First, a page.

Tag Archives: Antarctic

On Golden’s ice pond

National Science Foundation video features University of Utah mathematician Ken Golden

From the National Science Foundation

Oceanographers, marine biologists and geologists are the scientists most commonly associated with studying changes in sea ice. But these days, it just might be a mathematician drilling ice cores in the Antarctic. (more…)

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Earth orbit changes were key to Antarctic warming that ended last ice age

For more than a century scientists have known that Earth’s ice ages are caused by the wobbling of the planet’s orbit, which changes its orientation to the sun and affects the amount of sunlight reaching higher latitudes, particularly the polar regions.

The Northern Hemisphere’s last ice age ended about 20,000 years ago, and most evidence has indicated that the ice age in the Southern Hemisphere ended about 2,000 years later, suggesting that the south was responding to warming in the north.

But new research published online Aug. 14 in Nature shows that Antarctic warming began at least two, and perhaps four, millennia earlier than previously thought. (more…)

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Antarctic and Arctic Insects Use Different Genetic Mechanisms to Cope With Lack of Water

Genomic techniques facilitate discovery that gene expression causes disparity

Although they live in similarly extreme ecosystems at opposite ends of the world, Antarctic insects appear to employ entirely different methods at the genetic level to cope with extremely dry conditions than their counterparts that live north of the Arctic Circle, according to National Science Foundation- (NSF) funded researchers.

Writing in the Proceedings of the National Academy of Sciences, the researchers concluded, “Polar arthropods have developed distinct… mechanisms to cope with similar desiccating conditions.” (more…)

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What Lies Beneath: NASA Antarctic Sub Goes Subglacial

When researcher Alberto Behar from NASA’s Jet Propulsion Laboratory in Pasadena, Calif., joined an international Antarctic expedition last month on a trek to investigate a subglacial lake, he brought with him a unique instrument designed and funded by NASA to help the researchers study one of the last unexplored aquatic environments on Earth.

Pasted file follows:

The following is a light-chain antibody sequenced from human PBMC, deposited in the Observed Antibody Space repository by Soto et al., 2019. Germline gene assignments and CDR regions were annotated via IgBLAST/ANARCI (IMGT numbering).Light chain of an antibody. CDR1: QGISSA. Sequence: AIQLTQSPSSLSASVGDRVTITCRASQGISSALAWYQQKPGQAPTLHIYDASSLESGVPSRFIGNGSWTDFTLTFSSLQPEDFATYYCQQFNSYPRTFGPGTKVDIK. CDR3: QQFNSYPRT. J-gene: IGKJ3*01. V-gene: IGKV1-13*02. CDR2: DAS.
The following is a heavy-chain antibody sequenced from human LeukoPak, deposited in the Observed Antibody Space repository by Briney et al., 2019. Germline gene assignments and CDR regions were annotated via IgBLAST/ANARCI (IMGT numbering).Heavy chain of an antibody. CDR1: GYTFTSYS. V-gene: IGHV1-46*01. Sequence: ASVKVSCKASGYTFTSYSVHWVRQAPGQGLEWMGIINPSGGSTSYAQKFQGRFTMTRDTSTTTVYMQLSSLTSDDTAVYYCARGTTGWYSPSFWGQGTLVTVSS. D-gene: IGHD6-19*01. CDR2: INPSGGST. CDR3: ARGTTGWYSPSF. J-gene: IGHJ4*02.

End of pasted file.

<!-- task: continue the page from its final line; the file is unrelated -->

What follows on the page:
Called the Micro-Submersible Lake Exploration Device, the instrument was a small robotic sub about the size and shape of a baseball bat. Designed to expand the range of extreme environments accessible by humans while minimally disturbing the environment, the sub was equipped with hydrological chemical sensors and a high-resolution imaging system. The instruments and cameras characterize the geology, hydrology and chemical characteristics of the sub’s surroundings. Behar supervised a team of students from Arizona State University, Tempe, in designing, developing, testing and operating the first-of-its-kind sub. (more…)

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Study Shows Rapid Warming on the West Antarctic Ice Sheet

COLUMBUS, Ohio — In a discovery that raises further concerns about the future contribution of Antarctica to sea level rise, a new study finds that the western part of the ice sheet is experiencing nearly twice as much warming as previously thought.

The temperature record from Byrd Station, a scientific outpost in the center of the West Antarctic Ice Sheet (WAIS), demonstrates a marked increase of 4.3 degrees Fahrenheit (2.4 degrees Celsius) in average annual temperature since 1958—that is, three times faster than the average temperature rise around the globe. (more…)

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The Emperor’s New Close-Up

U researchers map emperor penguin colonies by satellite

Emperor penguins may be icons of the Antarctic, but they aren’t immune to disturbances in their environment.

As climatic and other changes unfold, emperors may dwindle in numbers. But how to tell, when researchers can’t access all the emperor colonies dotting the Antarctic ice shelves and count heads every year?

Satellites, that’s how. (more…)

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Sea Change – Penguins Provide Window into Shifting Antarctic Ecosystem

What’s the best way to study the Antarctic’s ecosystem? Follow the penguins.

Scientists are tracking penguins on land, under the sea, and even from space to unravel the environmental dynamics in the West Antarctic Peninsula as the region experiences climate change.

“We’re not just down there bird watching,” said Matthew Oliver, assistant professor of oceanography in UD’s College of Earth, Ocean, and Environment. “This is a concerted effort to put the whole ecosystem together.” (more…)

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NASA Leads Study of Unprecedented Arctic Ozone Loss

PASADENA, Calif. – A NASA-led study has documented an unprecedented depletion of Earth’s protective ozone layer above the Arctic last winter and spring caused by an unusually prolonged period of extremely low temperatures in the stratosphere.

The study, published online Sunday, Oct. 2, in the journal Nature, finds the amount of ozone destroyed in the Arctic in 2011 was comparable to that seen in some years in the Antarctic, where an ozone “hole” has formed each spring since the mid-1980s. The stratospheric ozone layer, extending from about 10 to 20 miles (15 to 35 kilometers) above the surface, protects life on Earth from the sun’s harmful ultraviolet rays. (more…)

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